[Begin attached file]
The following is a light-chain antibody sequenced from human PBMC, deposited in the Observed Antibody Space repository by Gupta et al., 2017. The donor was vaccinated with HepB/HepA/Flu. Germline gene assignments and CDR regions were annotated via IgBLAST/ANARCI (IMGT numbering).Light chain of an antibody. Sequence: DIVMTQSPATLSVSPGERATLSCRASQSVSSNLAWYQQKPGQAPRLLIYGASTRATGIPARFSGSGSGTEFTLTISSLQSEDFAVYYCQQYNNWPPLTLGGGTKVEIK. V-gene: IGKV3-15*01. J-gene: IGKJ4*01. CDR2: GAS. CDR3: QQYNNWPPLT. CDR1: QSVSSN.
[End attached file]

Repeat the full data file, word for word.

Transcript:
The following is a light-chain antibody sequenced from human PBMC, deposited in the Observed Antibody Space repository by Gupta et al., 2017. The donor was vaccinated with HepB/HepA/Flu. Germline gene assignments and CDR regions were annotated via IgBLAST/ANARCI (IMGT numbering).Light chain of an antibody. Sequence: DIVMTQSPATLSVSPGERATLSCRASQSVSSNLAWYQQKPGQAPRLLIYGASTRATGIPARFSGSGSGTEFTLTISSLQSEDFAVYYCQQYNNWPPLTLGGGTKVEIK. V-gene: IGKV3-15*01. J-gene: IGKJ4*01. CDR2: GAS. CDR3: QQYNNWPPLT. CDR1: QSVSSN.